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In the current climate we are doing our best to keep everyone up to date. All gigs, as we all know, are off.

However, good old YouTube has plenty to offer both old and new to help us survive whilst housebound. Plus now is a good time to stock up on your CDs.

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Alternatively, you could do as they do in Italy and sing from your balcony.

Today

As we all know there are no live gigs taking place in the immediate future. However, any links to jazz streaming that are deemed suitable - i.e. with a professional approach - will be considered for posting.

Saturday, March 21, 2020

CD Review: Oded Tzur - Here Be Dragons

Oded Tzur (tenor sax); Nitai Hershkovits (piano); Petros Klampanis (double bass); Jonathan Blake (drums).
(Review by Martin P)

These musicians were unknown to me, apart from Jonathan Blake who I recall seeing with the Mingus Big Band at Brecon, I think. 

According to the ECM website, Oded Tzur is from Tel Aviv but is now based in NYC. This is a style of jazz that I used to listen to a lot in the '80s and '90s, much of it on ECM. Artists like Terje Rypdal, Tomasz Stanko, Charles Lloyd and Nils Petter Molvaer. I'm not saying necessarily that they are musically similar, just that there's a certain "sound". I started to get a bit tired of the style and this album reminded me why. 

Tzur has a sound somewhat reminiscent of early Andy Sheppard but without the latter's purity of tone and fluidity. His solos seemed to me to be unfocused. Hershkovits' piano is often what my wife calls "plinky-plonky music" (you've guessed, she's not a jazz fan). The bass and drum parts are largely unobtrusive, which in my book is usually a compliment for rhythm sections. However, some of the bass solos were so quiet that, listening in the car, which I appreciate is not a particularly complimentary environment for music, there were times when I couldn't be sure if the track had finished. My biggest gripe with this album, though, is that most of the tracks are played at a stultifying slow tempo.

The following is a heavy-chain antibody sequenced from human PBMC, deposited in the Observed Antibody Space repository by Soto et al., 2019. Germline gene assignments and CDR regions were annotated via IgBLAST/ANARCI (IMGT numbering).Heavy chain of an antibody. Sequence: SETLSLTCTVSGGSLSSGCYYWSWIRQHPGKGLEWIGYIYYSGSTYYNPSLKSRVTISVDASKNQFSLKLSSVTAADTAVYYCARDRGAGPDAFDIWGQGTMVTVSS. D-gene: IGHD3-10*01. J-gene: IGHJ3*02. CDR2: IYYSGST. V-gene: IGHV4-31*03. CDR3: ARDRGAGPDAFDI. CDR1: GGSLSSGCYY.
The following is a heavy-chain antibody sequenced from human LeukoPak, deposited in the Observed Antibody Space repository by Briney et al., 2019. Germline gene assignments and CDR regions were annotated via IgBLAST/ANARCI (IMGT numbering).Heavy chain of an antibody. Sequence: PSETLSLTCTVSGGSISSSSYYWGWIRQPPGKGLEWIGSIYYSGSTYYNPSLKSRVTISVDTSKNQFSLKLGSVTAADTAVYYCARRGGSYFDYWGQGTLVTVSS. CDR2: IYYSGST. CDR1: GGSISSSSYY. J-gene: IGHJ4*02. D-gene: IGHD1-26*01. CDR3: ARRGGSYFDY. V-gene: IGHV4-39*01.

At the first listening, I thought that maybe this album had promise. By the time I got to the end of the fourth track, I wasn't just bored, I was starting to get a bit irritated. 

My criterion for judging an album by a band I haven't heard before is "Would I go to watch them live?" In this case, only if I hadn't slept for 3 nights.
Martin.

Here Be Dragons is currently available on ECM 2020.

1 comment :

Chris Kilsby said...

Aha! Another example of the wonderful differences between listeners in their response to new music.

I was keen to read Martin's review, having listened to the album a couple of times after reading Jazzwise's 4* review - awarded Editor's Choice, and lauded as "having classic written all over". The rest of the jazz establishment are also falling over themselves praising Oded Tzur and his quartet for "A beautiful musical concept perfectly realised" (London Jazz News). Martin is clearly not so easily impressed!

I have to say I also began as a sceptic with Tzur, and my first forays listening to this and previous albums left me largely unmoved. His music is "high chamber jazz" and meditative in the extreme. He is a storyteller, not a headline grabber; his music is tender poetry, not slogans. A whole album played "As If Every Note Was A Choice Of Life" is bound to be hard going!

His tone on tenor is also an acquired taste. Tzur has followed a very deliberate path to developing a smooth, sliding and (very) distinctive tone, apparently influenced by the Indian bansuri (flute).

Forewarned by this knowledge, listening to this stuff in the car is not the best strategy! As Martin acknowledged and found, this is bound to lead to frustration. Recent listening in the peace and quiet of home (one benefit of these Covid times) revealed a lot more to the music (to my ear at least!) - lyrical intensity and subtlety.

Not just from Tzur (love or hate his tone) - this is a top notch band too. I'm a fan of Hershkowits (though not so much as my son, who spent months transcribing one of his rhythmically baffling solos - https://www.youtube.com/watch?v=NcRRAZ9rMq8). I find Hershkovits' playing here a very engaging part of the album - not "plinky plonky" at all!

Anyway, each to his own as they say. While I'm not convinced this is a classic album yet, there is remarkable beauty here. I'll listen again, when in the right frame of mind with time to relax, and I'd certainly go to see them play (whenever that might start up again.....).

Chris K

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